Pipelines, banks, Internet networks, hospitals, manufacturing plants, water treatment systems. We don’t have to imagine the damage hackers could wreak by crippling just one of these gears in America’s biggest economic engine – we see it playing at the gas pump this week.
Often all it takes is an unconscious worker clicking on a contaminated email link, or an IT department becomes momentarily lazy about the hygiene of the IT system. While we don’t know exactly what led to the Colonial Pipeline ransomware attack, it reminds us that every digitally connected business has vulnerabilities and that critical US infrastructure is the juiciest target.
For a company that transports fuel across the U.S. Gulf Coast and down the East Coast, it’s easy to see how cybersecurity could slip down the list of concerns. Managers must regularly worry about repairs to avoid oil spills, work accidents, natural disasters and pandemics – all risks listed in the annual reports of publicly traded pipeline operators. But devoting resources now to cybersecurity can save you a lot later.
Just ask Colonial: The company quietly paid nearly $ 5 million in untraceable cryptocurrency to hackers in Eastern Europe last Friday to regain control of its systems, according to Bloomberg News, an amount that in itself can be tiny compared to the cost of disrupting the pipeline. to close.
This was after the Associated Press reported that an external audit of Colonial in 2018 revealed “glaring shortcomings” in its data management practices. As it turns out, the company was looking to hire a new cybersecurity manager two months ago.
Almost 80% of all breaches have a financial motive, said Sampath Sowmyanarayan, chief revenue officer for Verizon Business, which has a team that studies cybersecurity breaches in partnership with the FBI. “It’s almost always a question of money,” he said. After all, in a ransomware attack, the key word is ransom.
Colonial is not the only one to neglect its digital health. Small energy companies spend only about 0.25% of their income on security, Brian Walker, director of risk consultancy firm The CAP Group in Dallas, told Bloomberg News. Big tech companies and banks spend around 1.5%, on much larger sums.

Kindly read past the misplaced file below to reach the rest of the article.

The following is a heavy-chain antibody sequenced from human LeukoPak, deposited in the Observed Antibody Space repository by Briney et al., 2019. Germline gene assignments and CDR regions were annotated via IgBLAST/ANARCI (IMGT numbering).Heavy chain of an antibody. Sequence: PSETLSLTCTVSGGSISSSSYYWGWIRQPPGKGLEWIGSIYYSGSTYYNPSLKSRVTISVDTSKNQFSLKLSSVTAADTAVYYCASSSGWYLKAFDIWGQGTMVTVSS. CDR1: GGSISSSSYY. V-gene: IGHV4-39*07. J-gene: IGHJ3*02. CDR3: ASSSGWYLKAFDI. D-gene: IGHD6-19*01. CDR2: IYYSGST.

CEOs around the world should take this as a wake-up call; In recent years, large share buyback programs have shown that companies generate so much extra cash that they don’t know how to spend it otherwise. Shareholders would much prefer to see money spent to recover from a breach that better vigilance could have avoided, and at a much lower cost.
Data breaches cost businesses $ 3.86 million per incident on average last year, although for entities without advanced security automation, the damage was even greater at $ 6.03 million, according to one. report from International Business Machines Corp.
Paying a $ 5 million ransom by Colonial may sound like a lot, but – please cover your ears, hackers – it’s not hard to imagine demands growing much more when nationally important infrastructure. and socially necessary are involved, known to generate billions of dollars a year in profits.
Still, “advanced security” shouldn’t spark Hollywood images of retinal scanners opening secret rooms filled with expensive high-tech equipment. In fact, the first line of protection against cyber threats is much more fundamental: Teach your employees not to be so cavalier in their clicks and shares. “The James Bond thing is pretty small in the scheme of things,” Verizon’s Sowmyanarayan said.
The biggest avenues for breaches these days are phishing – emails claiming to be from a legitimate source that steal information from unsuspecting users – and social engineering. An example of the latter is a caller pretending to be from the Internal Revenue Service and asking you to confirm your Social Security number as they build a profile of you. Or maybe the caller is claiming to be your employer wanting to confirm your login details. Sometimes the scam is obvious, but other times the hackers can be very convincing.
Remote work also presents new risks. In February, hackers exploited remote access software at a water treatment facility in Oldsmar, Fla., Which used an outdated computer system and reused passwords, in an attempt to poison water with dangerously high levels of sodium hydroxide. Fortunately, an emergency responder quickly intervened.
A natural question raised by the colonial attack is whether the government should play a more direct role in overseeing the cybersecurity of critical infrastructure owned by the private sector. In this divisive political environment, that would be a heated debate, and what big business would say is clear.
However, the US National Institute of Standards and Technology, an agency of the Department of Commerce, provides a cybersecurity framework, which Verizon recommends to its business customers. Among other things, it emphasizes the training of the workforce. Some companies may go so far as to develop their own internal phishing attempts to test employees. The click-through rate in phishing simulations has fallen to 3%, but “there is a long tail of companies with much higher click-through rates,” according to Verizon’s 2021 Data Breach Investigation Report.
Other good habits include backing up data, updating network packages, auditing logs, and “whitelisting” applications so that users can only access programs approved by the administrator. said Sowmyanarayan. It’s no wonder the information security team at Verizon Media Group (also known as Yahoo and AOL) is called the Paranoid.
The terrorist attacks of September 11, 2001 prompted organizations to rethink security. The COVID-19 pandemic has imposed more stringent health and sanitation protocols. It would be a mistake to treat the Colonial Pipeline hack any differently when it comes to cybersecurity.
Tara Lachapelle is a Bloomberg Opinion Columnist
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